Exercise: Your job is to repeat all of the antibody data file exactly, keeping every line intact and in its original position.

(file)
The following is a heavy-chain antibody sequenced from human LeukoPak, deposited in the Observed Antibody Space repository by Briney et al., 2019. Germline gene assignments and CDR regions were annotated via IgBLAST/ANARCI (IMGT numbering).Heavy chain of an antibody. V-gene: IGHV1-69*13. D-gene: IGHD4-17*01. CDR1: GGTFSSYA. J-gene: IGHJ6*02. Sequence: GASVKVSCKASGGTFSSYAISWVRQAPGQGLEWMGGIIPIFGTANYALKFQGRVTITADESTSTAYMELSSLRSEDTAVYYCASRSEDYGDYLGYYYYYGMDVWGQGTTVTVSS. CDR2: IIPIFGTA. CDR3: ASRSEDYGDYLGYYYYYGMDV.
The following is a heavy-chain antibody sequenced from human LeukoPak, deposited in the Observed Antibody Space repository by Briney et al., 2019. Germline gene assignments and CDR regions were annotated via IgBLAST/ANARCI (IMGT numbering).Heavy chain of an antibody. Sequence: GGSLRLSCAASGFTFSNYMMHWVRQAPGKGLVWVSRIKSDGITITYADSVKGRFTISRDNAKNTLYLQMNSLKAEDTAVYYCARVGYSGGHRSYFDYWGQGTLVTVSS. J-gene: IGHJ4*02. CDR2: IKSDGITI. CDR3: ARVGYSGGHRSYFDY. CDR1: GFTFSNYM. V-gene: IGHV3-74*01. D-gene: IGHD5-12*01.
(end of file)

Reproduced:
The following is a heavy-chain antibody sequenced from human LeukoPak, deposited in the Observed Antibody Space repository by Briney et al., 2019. Germline gene assignments and CDR regions were annotated via IgBLAST/ANARCI (IMGT numbering).Heavy chain of an antibody. V-gene: IGHV1-69*13. D-gene: IGHD4-17*01. CDR1: GGTFSSYA. J-gene: IGHJ6*02. Sequence: GASVKVSCKASGGTFSSYAISWVRQAPGQGLEWMGGIIPIFGTANYALKFQGRVTITADESTSTAYMELSSLRSEDTAVYYCASRSEDYGDYLGYYYYYGMDVWGQGTTVTVSS. CDR2: IIPIFGTA. CDR3: ASRSEDYGDYLGYYYYYGMDV.
The following is a heavy-chain antibody sequenced from human LeukoPak, deposited in the Observed Antibody Space repository by Briney et al., 2019. Germline gene assignments and CDR regions were annotated via IgBLAST/ANARCI (IMGT numbering).Heavy chain of an antibody. Sequence: GGSLRLSCAASGFTFSNYMMHWVRQAPGKGLVWVSRIKSDGITITYADSVKGRFTISRDNAKNTLYLQMNSLKAEDTAVYYCARVGYSGGHRSYFDYWGQGTLVTVSS. J-gene: IGHJ4*02. CDR2: IKSDGITI. CDR3: ARVGYSGGHRSYFDY. CDR1: GFTFSNYM. V-gene: IGHV3-74*01. D-gene: IGHD5-12*01.